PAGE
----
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New US weather data shows ‘obvious’ effects of climate change

New US weather data shows ‘obvious’ effects of climate change

NOAA report on ‘new normals’ in climate over the past decade shows a hotter US, thanks to climate change.

The United States is getting warmer and parts of it are getting wetter, according to weather data released on Tuesday by the National Oceanic and Atmospheric Administration (NOAA).

NOAA, a US scientific agency that tracks weather data, has released a “new normals” set of data that tracks changes in the US climate. The report details data from 1991 to 2020 and updates what is defined as climate normals over the past 30-year period – allowing weather conditions to be put into “historical context”.

The latest data set which replaces 1981-2010 normals shows a rise in average temperature.

“NOAA’s Climate Normals provide a baseline to compare yesterday’s weather and tomorrow’s forecast to a standard for each location and time of year,” said Mike Palecki, project manager for NOAA’s 1991 to 2020 Climate Normals according to the NOAA website.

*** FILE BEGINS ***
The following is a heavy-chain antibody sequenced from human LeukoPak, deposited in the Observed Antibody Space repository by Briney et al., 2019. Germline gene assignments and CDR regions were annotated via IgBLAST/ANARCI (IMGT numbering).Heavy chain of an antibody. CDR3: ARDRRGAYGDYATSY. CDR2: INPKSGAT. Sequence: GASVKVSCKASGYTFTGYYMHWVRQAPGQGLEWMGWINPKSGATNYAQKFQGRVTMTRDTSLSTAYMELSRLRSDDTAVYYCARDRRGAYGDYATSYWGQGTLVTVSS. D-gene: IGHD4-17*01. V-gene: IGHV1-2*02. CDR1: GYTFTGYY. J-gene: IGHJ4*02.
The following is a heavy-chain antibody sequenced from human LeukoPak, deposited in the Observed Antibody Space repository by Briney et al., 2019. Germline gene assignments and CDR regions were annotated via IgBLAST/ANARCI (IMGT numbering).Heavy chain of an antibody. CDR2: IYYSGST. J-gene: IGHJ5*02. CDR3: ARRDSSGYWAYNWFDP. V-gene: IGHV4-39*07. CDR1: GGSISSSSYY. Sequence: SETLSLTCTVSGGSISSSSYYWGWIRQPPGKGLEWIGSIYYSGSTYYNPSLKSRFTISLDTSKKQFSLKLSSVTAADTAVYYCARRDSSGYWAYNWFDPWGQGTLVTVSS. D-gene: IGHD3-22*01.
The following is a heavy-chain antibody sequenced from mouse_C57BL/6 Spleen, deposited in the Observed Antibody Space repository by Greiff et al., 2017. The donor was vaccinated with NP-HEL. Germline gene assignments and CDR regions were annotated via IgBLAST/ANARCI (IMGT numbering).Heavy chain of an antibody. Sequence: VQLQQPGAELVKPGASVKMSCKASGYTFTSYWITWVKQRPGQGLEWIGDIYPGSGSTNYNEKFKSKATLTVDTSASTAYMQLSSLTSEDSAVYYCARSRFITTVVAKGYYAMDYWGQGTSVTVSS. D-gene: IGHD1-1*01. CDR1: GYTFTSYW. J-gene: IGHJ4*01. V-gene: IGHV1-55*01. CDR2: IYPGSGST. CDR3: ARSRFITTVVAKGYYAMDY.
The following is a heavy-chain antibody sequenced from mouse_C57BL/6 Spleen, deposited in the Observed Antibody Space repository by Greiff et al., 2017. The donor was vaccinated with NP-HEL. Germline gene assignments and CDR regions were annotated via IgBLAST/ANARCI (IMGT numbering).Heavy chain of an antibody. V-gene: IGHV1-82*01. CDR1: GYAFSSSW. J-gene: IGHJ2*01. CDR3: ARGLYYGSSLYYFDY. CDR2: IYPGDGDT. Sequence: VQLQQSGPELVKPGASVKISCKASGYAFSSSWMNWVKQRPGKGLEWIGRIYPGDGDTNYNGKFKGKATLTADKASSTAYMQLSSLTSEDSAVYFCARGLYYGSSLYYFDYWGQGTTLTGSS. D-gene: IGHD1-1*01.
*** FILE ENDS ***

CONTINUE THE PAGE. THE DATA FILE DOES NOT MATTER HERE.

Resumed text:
The data goes back to 1901, and the “influence of long-term global warming is obvious”, a summary of the information says.

The newest batch of normals will also include data over 15 years.

Climate change can have major effects on sections of the economy such as agriculture, which relies on “certain seasonal cycles” for successful crops. These cycles can be changed by shifts in temperature. The data also shows planting zones for crops have moved north in a “clear signal that normal overnight low temperatures across the country were warmer than they used to be”.

The effects are not standard across all regions. Some, such as parts of the Pacific Northwest like Oregon, show gradual, consistent temperature increases

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